Students and clients approach me too many times asking for my take on whether unit tests should be written before or after the code they test. They often tell me that they’ve read or been told that if they write the unit test “after”, it can’t be considered TDD – Test-Driven Development – which is apparently the goal.
This question betrays a deep misunderstanding of TDD. It is true that historically TDD was mostly done test-first. And most programmers doing TDD today also write test-first. But they don’t write the tests first because TDD somehow demands it. They write them first because TDD works best that way.
Let me rephrase that. Test-Driven Development is not concerned with the types of tests you write or even when you write them. Its primary concern, as the name implies, is driving development. TDD is a programming technique. It’s just another way for programmers to write, well, programs.
This brings us back to the beginning. The question whether the tests should be written “before” or “after” reflects an inability to separate the wheat from the chaff, the important from the trivial. The TDD technique imbues a disciplined approach to software development. The discipline is the wheat, the tests a trivial mechanical extension.
There are different ways to do TDD. Obviously, you can do TDD using unit tests. But you can also use acceptance tests and integration tests. You can use a combination of different types of tests. You might have to test different parts of your application in different ways, due to technological limitations or for other reasons. If you cannot use unit tests, you can usually still do TDD. In fact, you can do TDD using a REPL environment.
Some programmers see adherence to the test-first methodology as necessary for working in a disciplined way. But as we grow adept at TDD, we often find that we don’t need to follow all the strictures of test-first development. We might write a number of related tests all at once, before we write the code, instead of one test at a time. Or we might skip a test or two, if we believe the behavior they describe is trivial, mundane, or implied.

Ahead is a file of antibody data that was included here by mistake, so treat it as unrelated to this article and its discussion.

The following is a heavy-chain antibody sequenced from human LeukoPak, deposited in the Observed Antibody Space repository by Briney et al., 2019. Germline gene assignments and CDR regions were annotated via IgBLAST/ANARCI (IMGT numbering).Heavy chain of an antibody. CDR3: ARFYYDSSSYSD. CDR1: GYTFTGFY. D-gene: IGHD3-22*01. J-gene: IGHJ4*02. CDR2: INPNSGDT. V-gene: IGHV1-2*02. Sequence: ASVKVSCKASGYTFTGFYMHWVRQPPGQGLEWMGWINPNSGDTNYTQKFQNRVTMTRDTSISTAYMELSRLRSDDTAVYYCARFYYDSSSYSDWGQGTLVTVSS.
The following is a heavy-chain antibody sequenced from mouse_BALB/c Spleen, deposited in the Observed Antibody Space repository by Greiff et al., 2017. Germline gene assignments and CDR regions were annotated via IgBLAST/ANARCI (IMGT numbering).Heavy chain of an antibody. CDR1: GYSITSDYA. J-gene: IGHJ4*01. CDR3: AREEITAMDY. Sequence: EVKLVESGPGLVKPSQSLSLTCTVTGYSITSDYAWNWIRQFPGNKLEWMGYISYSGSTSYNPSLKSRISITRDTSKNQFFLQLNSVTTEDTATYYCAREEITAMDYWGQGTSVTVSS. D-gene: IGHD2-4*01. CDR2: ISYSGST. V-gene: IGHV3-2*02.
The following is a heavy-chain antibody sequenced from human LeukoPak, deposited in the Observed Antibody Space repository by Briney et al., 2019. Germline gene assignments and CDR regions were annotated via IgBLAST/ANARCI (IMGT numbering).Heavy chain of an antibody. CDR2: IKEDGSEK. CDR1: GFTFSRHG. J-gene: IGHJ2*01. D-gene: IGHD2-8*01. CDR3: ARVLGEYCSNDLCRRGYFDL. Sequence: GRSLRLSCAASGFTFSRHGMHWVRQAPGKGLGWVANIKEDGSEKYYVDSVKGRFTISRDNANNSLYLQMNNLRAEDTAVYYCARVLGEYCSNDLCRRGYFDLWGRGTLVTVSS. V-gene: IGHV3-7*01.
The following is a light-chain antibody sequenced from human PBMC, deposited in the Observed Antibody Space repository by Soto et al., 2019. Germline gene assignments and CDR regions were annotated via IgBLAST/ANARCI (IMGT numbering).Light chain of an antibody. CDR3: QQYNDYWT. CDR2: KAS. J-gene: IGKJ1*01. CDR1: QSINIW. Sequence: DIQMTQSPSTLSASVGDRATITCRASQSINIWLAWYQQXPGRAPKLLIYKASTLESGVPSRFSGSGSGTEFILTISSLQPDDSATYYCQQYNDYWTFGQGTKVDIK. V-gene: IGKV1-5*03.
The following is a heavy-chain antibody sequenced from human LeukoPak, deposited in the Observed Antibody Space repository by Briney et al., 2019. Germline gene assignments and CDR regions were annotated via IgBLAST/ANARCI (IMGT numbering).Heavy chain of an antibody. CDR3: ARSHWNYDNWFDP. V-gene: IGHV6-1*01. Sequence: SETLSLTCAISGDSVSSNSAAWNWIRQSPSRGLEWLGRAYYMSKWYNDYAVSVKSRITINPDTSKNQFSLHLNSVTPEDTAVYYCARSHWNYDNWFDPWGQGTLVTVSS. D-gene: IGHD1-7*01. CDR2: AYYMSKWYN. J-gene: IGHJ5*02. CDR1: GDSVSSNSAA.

Sometimes we realize that we can avoid writing a number of tests by simply using a better design in our code. This is significant. One of the goals of doing test-first development is to ensure that our code is testable. How can it not be testable, if we first write the test?
So we learn over time which design patterns are more testable, robust and extensible. They often evolve almost on their own. We also learn which structures produce less complexity. And we start using those patterns and structures, by default. We sometimes feel that their role is more boilerplate than logic. The most important take-away is that at this point, many programmers can “see” the tests in their mind’s eye. They can drive the development using virtual, unwritten tests.
My friend and colleague Yuval Mazor calls this “Post-TDD-ism”. The idea is that we are no longer bound to just one way to do TDD. New tools, new techniques, new approaches and languages, as well as experience, all push us forward. We can do Test-Driven Development using different types of tests, and if we are mentally disciplined enough, those tests can be mental. As an interesting corollary, postmodernism started with architecture, as did software design patterns. TDD is about the architecture.
One warning, though. Whether you write the tests before, or after, or not at all, you have to strike a balance. You have to keep other goals in mind. Automated tests help us prevent regression, provide immediate feedback, facilitate better team work, and create a “live” spec that describes our application’s requirements and behavior. When you intentionally neglect to write a test, you have to take those goals into consideration. This is part of the discipline.
So what do you think? Do you always write tests? Do you think there are better reasons to always write the tests first? Or are you a post-TDD-er too?